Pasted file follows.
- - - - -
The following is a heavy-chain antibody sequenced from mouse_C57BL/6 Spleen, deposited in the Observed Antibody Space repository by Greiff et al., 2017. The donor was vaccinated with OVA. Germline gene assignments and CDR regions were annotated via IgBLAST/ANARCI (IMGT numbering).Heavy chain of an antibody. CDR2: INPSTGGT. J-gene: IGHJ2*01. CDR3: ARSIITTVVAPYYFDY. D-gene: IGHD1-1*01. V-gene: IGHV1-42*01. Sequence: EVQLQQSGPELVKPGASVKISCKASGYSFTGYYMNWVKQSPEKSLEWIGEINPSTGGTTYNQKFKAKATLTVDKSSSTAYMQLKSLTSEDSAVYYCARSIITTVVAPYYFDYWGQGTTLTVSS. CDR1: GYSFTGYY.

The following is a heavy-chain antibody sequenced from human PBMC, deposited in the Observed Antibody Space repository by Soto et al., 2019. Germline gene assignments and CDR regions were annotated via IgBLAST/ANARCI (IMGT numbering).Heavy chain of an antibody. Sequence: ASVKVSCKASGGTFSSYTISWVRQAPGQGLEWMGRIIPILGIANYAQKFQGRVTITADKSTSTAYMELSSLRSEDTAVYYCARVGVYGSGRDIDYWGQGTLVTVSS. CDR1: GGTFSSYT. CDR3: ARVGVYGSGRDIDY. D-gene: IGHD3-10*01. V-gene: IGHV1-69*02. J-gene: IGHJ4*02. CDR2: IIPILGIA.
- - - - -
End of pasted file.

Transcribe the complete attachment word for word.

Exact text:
The following is a heavy-chain antibody sequenced from mouse_C57BL/6 Spleen, deposited in the Observed Antibody Space repository by Greiff et al., 2017. The donor was vaccinated with OVA. Germline gene assignments and CDR regions were annotated via IgBLAST/ANARCI (IMGT numbering).Heavy chain of an antibody. CDR2: INPSTGGT. J-gene: IGHJ2*01. CDR3: ARSIITTVVAPYYFDY. D-gene: IGHD1-1*01. V-gene: IGHV1-42*01. Sequence: EVQLQQSGPELVKPGASVKISCKASGYSFTGYYMNWVKQSPEKSLEWIGEINPSTGGTTYNQKFKAKATLTVDKSSSTAYMQLKSLTSEDSAVYYCARSIITTVVAPYYFDYWGQGTTLTVSS. CDR1: GYSFTGYY.

The following is a heavy-chain antibody sequenced from human PBMC, deposited in the Observed Antibody Space repository by Soto et al., 2019. Germline gene assignments and CDR regions were annotated via IgBLAST/ANARCI (IMGT numbering).Heavy chain of an antibody. Sequence: ASVKVSCKASGGTFSSYTISWVRQAPGQGLEWMGRIIPILGIANYAQKFQGRVTITADKSTSTAYMELSSLRSEDTAVYYCARVGVYGSGRDIDYWGQGTLVTVSS. CDR1: GGTFSSYT. CDR3: ARVGVYGSGRDIDY. D-gene: IGHD3-10*01. V-gene: IGHV1-69*02. J-gene: IGHJ4*02. CDR2: IIPILGIA.